Smart sensors: The reality of Sci-Fi
July 27, 2018
It surprised me when I realized that as much as I was trying to convince people that power dissipation was important, I was being ignored.
This is part fifteen of a series. Read part fourteen here.
The amount of performance needed to function is always a difficult question to answer. I suggest the reason for this difficulty when considering the needs of a smart sensor is the fact that we have grown up in a performance world with an understanding that every 18 months or so we would have more performance. So, if we don’t have enough performance today, we can just wait a bit and we will have it. But when it applies to smart sensors, a new performance metric emerges. That new performance metric is energy efficiency.
It surprised me when I realized that as much as I was trying to convince people that power dissipation was important, I was being ignored. That is until it became obvious that we couldn’t increase the performance of our devices and systems because of the increased energy being dissipated as we drove the performance up.
We had reduced the voltage rails as low as we could take them while still not sacrificing performance. We had exhausted packaging techniques which could conduct the heat away from our processors. We had created clever power management systems to make sure we were not wasting any energy on non-critical activities. We turned off circuits when they weren’t being used (I call that method the “father’s solution to wasting power.” My father would say things like, “Turn off the lights when you leave your room,” or, “Were you born in a barn?”).
But we focused on the needs for cloud computing more so than for smart sensors. Now, in the IoT system we have a need for ultra-low powered smart sensors along with energy efficient high performance cloud computing devices.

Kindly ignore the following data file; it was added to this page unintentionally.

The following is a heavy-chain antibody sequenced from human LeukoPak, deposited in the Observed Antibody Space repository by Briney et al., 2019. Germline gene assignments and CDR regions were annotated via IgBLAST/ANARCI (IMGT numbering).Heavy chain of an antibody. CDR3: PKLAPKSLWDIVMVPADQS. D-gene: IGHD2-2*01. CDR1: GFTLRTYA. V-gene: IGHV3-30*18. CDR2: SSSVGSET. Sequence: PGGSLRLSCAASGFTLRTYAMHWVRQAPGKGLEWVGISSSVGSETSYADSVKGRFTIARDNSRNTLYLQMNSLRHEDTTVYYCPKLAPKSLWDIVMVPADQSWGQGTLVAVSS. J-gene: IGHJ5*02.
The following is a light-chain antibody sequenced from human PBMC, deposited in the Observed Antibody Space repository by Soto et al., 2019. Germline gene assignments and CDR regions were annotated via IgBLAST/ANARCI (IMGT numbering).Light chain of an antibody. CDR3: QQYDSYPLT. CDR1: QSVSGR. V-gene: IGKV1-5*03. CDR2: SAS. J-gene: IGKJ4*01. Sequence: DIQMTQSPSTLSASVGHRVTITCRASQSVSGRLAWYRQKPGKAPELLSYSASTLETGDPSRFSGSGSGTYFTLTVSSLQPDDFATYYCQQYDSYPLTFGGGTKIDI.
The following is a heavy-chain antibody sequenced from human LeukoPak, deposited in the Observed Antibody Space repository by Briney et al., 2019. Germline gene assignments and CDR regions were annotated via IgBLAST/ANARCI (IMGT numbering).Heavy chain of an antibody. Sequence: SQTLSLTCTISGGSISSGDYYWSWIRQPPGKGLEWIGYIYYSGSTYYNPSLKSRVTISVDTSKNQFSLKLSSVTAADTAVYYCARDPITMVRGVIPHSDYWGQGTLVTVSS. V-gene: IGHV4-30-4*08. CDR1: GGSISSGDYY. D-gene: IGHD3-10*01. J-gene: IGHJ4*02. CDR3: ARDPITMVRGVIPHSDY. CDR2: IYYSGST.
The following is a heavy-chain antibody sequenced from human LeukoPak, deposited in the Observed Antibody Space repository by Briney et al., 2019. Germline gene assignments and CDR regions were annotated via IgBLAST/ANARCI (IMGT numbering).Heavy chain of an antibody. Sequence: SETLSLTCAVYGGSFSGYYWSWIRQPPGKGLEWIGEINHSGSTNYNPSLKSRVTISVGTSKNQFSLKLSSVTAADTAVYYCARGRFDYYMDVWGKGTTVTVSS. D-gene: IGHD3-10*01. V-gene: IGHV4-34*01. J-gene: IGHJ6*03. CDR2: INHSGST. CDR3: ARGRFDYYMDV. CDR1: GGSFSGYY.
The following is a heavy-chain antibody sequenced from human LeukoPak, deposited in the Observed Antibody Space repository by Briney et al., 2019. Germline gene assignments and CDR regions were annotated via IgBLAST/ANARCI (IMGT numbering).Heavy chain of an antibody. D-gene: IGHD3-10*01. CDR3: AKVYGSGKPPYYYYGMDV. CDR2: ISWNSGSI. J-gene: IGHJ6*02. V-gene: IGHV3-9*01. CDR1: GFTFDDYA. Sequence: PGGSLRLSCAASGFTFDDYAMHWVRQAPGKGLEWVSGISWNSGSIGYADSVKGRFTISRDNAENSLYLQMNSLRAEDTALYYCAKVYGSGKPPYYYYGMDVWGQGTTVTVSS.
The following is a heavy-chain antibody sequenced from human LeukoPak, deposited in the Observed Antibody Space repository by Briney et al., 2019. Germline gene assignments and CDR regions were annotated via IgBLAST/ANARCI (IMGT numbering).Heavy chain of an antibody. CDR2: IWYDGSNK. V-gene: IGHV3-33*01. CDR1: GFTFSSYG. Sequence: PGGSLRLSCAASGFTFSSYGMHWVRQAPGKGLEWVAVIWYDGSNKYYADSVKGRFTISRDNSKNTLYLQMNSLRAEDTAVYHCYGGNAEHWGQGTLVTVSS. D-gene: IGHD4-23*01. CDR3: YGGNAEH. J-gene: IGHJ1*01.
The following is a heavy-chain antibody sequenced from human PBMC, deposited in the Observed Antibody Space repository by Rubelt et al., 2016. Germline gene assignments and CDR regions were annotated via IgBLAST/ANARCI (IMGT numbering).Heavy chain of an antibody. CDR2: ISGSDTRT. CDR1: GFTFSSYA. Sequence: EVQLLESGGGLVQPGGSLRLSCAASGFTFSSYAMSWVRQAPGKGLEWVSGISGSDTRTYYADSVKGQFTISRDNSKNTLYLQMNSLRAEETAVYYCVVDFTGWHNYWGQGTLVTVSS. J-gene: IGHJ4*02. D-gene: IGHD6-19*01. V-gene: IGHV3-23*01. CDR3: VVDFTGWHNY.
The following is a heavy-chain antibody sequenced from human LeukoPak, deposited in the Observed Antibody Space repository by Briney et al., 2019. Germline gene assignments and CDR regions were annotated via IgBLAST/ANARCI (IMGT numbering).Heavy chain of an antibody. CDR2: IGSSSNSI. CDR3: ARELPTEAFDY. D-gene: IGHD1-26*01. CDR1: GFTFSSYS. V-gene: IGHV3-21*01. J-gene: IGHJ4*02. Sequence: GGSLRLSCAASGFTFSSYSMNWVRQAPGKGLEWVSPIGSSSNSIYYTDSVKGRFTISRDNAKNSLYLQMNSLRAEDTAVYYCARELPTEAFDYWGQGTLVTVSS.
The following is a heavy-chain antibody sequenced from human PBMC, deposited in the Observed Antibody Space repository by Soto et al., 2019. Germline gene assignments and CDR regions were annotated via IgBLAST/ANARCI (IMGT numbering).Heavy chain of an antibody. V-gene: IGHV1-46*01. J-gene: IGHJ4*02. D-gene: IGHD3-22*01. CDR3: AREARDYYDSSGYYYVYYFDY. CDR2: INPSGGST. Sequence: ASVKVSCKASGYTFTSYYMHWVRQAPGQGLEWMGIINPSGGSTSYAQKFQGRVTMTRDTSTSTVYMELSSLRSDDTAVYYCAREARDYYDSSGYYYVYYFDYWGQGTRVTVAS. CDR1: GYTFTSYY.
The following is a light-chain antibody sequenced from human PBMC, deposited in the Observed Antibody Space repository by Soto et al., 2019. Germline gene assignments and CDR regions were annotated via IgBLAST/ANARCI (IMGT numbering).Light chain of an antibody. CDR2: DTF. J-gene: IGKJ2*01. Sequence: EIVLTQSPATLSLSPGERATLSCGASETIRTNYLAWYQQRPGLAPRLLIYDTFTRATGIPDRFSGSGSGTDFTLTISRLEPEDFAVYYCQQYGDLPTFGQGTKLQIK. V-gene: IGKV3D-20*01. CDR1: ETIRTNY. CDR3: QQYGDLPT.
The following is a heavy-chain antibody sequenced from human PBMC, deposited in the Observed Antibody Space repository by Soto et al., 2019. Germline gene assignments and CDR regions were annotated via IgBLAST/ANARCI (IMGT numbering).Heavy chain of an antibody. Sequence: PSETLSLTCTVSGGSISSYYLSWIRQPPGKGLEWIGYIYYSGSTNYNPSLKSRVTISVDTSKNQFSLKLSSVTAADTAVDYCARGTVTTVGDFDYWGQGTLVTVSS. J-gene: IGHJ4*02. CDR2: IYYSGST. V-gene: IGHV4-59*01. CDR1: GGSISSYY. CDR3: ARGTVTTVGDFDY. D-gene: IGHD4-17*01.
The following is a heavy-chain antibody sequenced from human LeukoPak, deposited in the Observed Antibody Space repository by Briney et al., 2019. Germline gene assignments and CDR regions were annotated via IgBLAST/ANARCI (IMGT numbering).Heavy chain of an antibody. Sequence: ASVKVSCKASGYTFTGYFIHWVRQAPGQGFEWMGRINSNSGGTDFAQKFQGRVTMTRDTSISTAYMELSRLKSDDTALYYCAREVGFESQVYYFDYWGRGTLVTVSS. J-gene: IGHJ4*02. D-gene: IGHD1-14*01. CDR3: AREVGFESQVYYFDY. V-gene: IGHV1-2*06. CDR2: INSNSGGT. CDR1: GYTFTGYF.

So far, I have not answered the question of how much performance we need in a smart sensor and have cleverly diverted the discussion to power dissipation of high performance processing systems. I’ll now attempt to rein my discussion back in and give an answer.
The answer is smart sensors will need just enough performance to obtain the input from the sensors, process the signal and send the results to the communications system to be transmitted to the aggregator. But this doesn’t answer the question, does it? To help, let me complicate it even further with a few questions:
- Can we afford to have an operating system in a smart sensor?
- If we do need some sort of an ultra-low powered operating system? Does one exist?
- Can we afford to use a sophisticated language to program the processor?
- Will we need to revert to assembly code to get the power efficiency we need to maximize the real performance?
- Security would seem to be a luxury and need to be sacrificed, right?
- Is it time to get rid of the clock and go clock-less? Can non-uniform (e.g., random) sampling be OK?
- Is it time to go back to analog computing?
Now I feel better. Why? Because I’ve turned the tables on you. I’d like to hear your answers on the topic.
Read part sixteen of the series here.